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South Sudan’s dream comes true

South Sudan declared its independence on Saturday in a joyous day long ceremony in the capital Juba attended by tens of thousands of South Sudanese and senior representatives of dozens of other states.

The chosen location was a fitting site – the field surrounding the mausoleum of John Garang, the late rebel army leader who is considered the father of the South Sudanese nation.

The gathered South Sudanese cheered deliriously, and many wept, as the flag of Sudan was lowered and that of South, raised.

Just before, after soldiers and traditional dance troupes paraded by and the Speaker of the new country’s Parliament read the independence proclamation.

"We, the democratically elected representatives of the people, hereby declare Southern Sudan to be an independent and sovereign state," James Wani Igga said.

The new President, Salva Kiir, then signed a transitional constitution and took the oath of office.

Before flags were changed, President Kiir unveiled a giant statue of Garang to cheers.

Dozens of heads of state, senior representatives of many governments, and United Nations Secretary General Ban Ki-Moon.

Sudanese President Omar al-Bashir, who is wanted on charges of genocide in Darfur, was amongst those looking on. He is the latest of the Sudanese leaders who waged a vicious campaign of violence to deny the South’s half century old demand for self rule.

The new state of South Sudan comprises one third of the original territory of Sudan, hitherto Africa’s largest state, as well as much of its oil reserves.

'We have to forgive, we will not forget'

“We were bombed, maimed, enslaved, treated worse than a refugee in our own country, but we have to forgive, although we will not forget,” President Kiir told the gathering.

Kiir also pledged that the South Sudanese would rise to the challenges that come along with statehood.

“Starting from today, we’ll have no excuse or a scapegoat to blame,” Kiir said. “As an independent country, we must focus on the process of service delivery and development."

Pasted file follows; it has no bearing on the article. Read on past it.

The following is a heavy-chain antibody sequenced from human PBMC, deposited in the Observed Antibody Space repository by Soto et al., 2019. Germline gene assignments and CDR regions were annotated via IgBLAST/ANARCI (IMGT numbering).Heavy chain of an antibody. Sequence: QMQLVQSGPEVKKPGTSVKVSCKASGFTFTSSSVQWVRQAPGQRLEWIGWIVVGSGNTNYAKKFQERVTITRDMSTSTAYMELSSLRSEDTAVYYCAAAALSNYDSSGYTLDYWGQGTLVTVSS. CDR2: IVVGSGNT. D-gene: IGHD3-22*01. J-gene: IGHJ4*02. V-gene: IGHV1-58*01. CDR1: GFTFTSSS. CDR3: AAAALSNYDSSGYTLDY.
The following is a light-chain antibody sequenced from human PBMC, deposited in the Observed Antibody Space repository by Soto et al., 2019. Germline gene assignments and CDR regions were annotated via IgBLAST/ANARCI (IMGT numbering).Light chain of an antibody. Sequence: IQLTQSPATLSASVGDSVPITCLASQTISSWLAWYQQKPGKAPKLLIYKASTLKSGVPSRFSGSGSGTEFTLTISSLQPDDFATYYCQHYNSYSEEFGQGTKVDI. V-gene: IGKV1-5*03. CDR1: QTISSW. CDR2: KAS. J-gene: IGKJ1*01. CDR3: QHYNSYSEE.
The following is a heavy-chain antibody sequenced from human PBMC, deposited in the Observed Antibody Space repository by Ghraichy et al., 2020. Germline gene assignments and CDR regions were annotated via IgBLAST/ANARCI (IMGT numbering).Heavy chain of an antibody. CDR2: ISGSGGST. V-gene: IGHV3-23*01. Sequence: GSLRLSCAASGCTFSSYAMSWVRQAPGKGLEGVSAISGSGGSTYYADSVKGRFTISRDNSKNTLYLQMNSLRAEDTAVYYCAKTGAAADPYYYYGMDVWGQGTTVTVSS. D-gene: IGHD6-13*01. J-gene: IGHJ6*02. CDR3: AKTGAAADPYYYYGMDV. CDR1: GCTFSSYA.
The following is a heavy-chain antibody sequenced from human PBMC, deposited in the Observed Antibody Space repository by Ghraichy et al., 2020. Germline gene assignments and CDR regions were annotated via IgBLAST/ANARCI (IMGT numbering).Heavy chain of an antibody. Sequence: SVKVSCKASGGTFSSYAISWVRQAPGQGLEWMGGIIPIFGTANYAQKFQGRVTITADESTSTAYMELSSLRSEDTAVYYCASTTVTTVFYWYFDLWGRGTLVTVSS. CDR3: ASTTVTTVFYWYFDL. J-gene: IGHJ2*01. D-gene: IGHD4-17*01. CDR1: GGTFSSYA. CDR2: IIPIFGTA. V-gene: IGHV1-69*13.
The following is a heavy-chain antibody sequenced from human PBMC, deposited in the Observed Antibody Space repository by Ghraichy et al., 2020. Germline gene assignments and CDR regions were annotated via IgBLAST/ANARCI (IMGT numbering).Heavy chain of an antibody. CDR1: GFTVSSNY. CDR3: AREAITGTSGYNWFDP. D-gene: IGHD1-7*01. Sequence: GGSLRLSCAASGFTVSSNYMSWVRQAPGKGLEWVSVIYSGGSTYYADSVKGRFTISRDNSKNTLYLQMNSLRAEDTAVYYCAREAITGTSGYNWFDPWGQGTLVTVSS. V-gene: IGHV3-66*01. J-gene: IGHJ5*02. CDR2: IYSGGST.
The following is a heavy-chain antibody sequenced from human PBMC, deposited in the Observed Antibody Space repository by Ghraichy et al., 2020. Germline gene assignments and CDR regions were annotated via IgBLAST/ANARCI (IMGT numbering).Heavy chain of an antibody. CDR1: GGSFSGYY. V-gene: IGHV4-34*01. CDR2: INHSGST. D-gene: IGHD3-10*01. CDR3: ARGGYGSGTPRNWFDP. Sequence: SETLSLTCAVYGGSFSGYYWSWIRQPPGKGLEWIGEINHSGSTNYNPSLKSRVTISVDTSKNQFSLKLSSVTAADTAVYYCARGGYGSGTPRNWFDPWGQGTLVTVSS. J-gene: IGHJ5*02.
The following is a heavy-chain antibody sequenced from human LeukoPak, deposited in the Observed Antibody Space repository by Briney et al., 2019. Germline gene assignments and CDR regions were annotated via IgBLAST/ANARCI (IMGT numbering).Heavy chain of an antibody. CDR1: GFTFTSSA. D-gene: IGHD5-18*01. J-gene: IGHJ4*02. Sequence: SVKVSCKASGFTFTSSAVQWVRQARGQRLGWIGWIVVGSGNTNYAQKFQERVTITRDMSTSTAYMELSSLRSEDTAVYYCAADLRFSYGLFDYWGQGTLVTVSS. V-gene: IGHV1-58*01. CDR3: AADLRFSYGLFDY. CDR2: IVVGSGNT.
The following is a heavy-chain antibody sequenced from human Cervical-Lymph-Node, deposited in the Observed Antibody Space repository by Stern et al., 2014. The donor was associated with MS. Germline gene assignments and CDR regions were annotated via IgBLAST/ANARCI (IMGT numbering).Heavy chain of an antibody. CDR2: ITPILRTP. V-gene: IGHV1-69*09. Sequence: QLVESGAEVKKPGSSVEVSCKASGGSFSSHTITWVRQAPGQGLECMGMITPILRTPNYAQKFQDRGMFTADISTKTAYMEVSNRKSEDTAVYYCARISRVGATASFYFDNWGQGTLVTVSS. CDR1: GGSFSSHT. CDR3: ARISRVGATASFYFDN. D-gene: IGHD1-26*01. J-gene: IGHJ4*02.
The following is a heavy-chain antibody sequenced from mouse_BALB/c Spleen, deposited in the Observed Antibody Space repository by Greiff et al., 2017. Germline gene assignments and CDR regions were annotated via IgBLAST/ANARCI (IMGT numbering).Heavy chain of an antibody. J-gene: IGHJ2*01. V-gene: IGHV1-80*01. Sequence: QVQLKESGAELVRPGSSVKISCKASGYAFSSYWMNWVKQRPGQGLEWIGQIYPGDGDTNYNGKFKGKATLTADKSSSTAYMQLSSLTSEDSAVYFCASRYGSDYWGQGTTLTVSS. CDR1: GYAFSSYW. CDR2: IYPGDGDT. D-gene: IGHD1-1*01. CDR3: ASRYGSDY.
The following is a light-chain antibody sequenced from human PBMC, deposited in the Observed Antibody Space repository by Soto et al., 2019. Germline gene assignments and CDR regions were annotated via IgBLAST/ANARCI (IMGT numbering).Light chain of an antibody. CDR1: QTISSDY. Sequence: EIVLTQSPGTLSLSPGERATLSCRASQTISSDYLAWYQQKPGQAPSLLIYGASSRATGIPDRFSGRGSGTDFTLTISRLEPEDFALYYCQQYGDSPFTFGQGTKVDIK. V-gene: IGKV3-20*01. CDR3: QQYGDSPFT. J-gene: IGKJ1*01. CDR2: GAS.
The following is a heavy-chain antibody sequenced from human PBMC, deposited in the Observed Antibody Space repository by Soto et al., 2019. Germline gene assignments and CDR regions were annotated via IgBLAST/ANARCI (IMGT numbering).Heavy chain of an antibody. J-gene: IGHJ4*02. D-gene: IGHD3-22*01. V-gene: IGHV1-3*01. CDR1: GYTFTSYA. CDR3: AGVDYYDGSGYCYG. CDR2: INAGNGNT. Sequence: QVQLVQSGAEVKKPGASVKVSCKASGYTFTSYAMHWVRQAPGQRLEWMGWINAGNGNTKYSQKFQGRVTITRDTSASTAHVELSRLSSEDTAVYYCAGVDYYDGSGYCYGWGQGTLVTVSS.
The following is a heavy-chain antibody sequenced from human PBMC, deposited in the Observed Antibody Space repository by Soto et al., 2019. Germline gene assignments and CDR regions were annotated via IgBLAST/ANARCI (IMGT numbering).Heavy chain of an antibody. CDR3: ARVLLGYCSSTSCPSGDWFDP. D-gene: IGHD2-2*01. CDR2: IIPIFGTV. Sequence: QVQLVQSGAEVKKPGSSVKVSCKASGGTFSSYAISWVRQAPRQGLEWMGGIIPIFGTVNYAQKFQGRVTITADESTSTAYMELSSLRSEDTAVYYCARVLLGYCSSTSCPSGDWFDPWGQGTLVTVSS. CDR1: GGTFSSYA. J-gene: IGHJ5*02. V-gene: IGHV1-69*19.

Organizers of Saturday’s ceremony soon learned they did not have enough seats for all the visiting heads of state and other VIPs.

"We're overwhelmed. We did not know that the whole world was going to join us in our celebration," the ceremony's announcer said.

World embraces

The United States and Britain were among the first nations to recognize Africa's 54th country.

"A proud flag flies over Juba and the map of the world has been redrawn," President Obama said in a statement.

"These symbols speak to the blood that has been spilled, the tears that have been shed, the ballots that have been cast, and the hopes that have been realized by so many millions of people."

The United States was represented at Saturday’s ceremony by US Ambassador to the United Nations Susan Rice.

Retired US General and former Secretary of State Colin Powell was also present,

"My country, too, was born amid struggle and strife on a July day,” she told the crowd. “On this day, the world’s oldest democracy welcomes the world’s newest state."

"Independence was not a gift you were given. Independence is a prize you have won," she said.

"Yet even on this day of jubilee we remain mindful of the challenges that await us. No true friend would offer false comfort. The path ahead will be steep ... but the Republic of South Sudan is being born amid great hopes."

Challenges no bar to joy

But the challenges their new country faces couldn’t dampen the South Sudanese’ elation.

“We have struggled for so many years and this is our day – you cannot imagine how good it feels,” Andrew Nuer, a 27-year-old university student told AFP. “We pray to God in the future to help us make this a prosperous and peaceful country, and to show the world that we can do it.”

Celebrations had already begun at midnight Friday with fireworks and raucous street parties.

Sudanese leader Bashir tried to strike a conciliatory tone.

"We congratulate our brothers in the south for the establishment of their new state," he said, without irony. "The will of the people of the south has to be respected."

Bashir’s stance is not unexpected, though - given the war crimes charges that hang over him and the insistence of the international community that the two states cooperate in maintaining regional peace and stability on which future flows of oil depend.

As a reminder, activists from the western Sudan region of Darfur, which has also suffered decades of genocidal violence from Khartoum, held up a sign that said "Bashir is wanted dead or alive."

Other struggles continue

Whilst South Sudan’s successful secession ended one of Africa’s longest running conflicts, the north remains wracked by a string of rebellions for self rule or an end to Sudanese oppression.

President Kiir made clear the South Sudanese would not turn away from these struggles.

"I want to assure the people of Abyei, Darfur, Blue Nile and South Kordofan that we have not forgotten you. When you cry, we cry. When you bleed, we bleed," Kiir said.

"I pledge to you today that we will find a just peace for all."

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